EasyJet in talks with several EU member states on moving main HQ there, from Luton, due to Brexit

EasyJet says it has opened talks with EU member states’ aviation regulators about relocating its legal headquarters from the UK, due to the Brexit decision.  Sky News believes easyJet’s Carolyn McCall has had meetings with several unidentified EU states to explore the possibilities, but details could take months to be ironed out.  It is thought that the most likely workable structure would be to be an EU-registered entity with a UK subsidiary”. easyJet would need to obtain a air operator’s certificate (AOC) that would enable it to base its HQ in an EU country. Some of the states would want an airline with an AOC to move the bulk of their operations there, but it is understood that easyJet is not willing to do that. One insider said moving the HQ could entail relocating just a handful of staff, depending on the regime operated by the individual country’s aviation regulator. Moving the AOC to another country would mean the current AOC in the UK would become just a subsidiary. Whether that would mean jobs being lost at easyJet’s main UK base, Luton, is not known. British Airways’ parent, International Airlines Group, already operates using a similar structure with its AOC. Ryanair, whose main source market is the UK, has also said it will obtain a UK AOC should it need to.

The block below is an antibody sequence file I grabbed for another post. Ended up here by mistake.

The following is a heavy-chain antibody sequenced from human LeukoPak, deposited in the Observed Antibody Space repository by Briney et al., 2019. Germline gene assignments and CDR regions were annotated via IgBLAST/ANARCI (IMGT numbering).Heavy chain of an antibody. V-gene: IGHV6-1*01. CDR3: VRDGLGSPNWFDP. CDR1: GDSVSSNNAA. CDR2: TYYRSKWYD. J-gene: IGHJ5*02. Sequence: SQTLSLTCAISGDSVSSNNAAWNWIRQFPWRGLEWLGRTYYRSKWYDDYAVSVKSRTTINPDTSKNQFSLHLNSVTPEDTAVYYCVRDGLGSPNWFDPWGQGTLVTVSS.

EasyJet Opens Talks Over Post-Brexit HQ Move

EasyJet’s boss has signalled in private meetings this week that moving its legal HQ is “likely” after Brexit, Sky News can reveal.

Friday 1st July 2016 

By Mark Kleinman, City Editor (Sky News) 

EasyJet has opened talks with EU member states’ aviation regulators about relocating its headquarters from the UK, underlining how the decision to leave the European Union is impacting corporate Britain.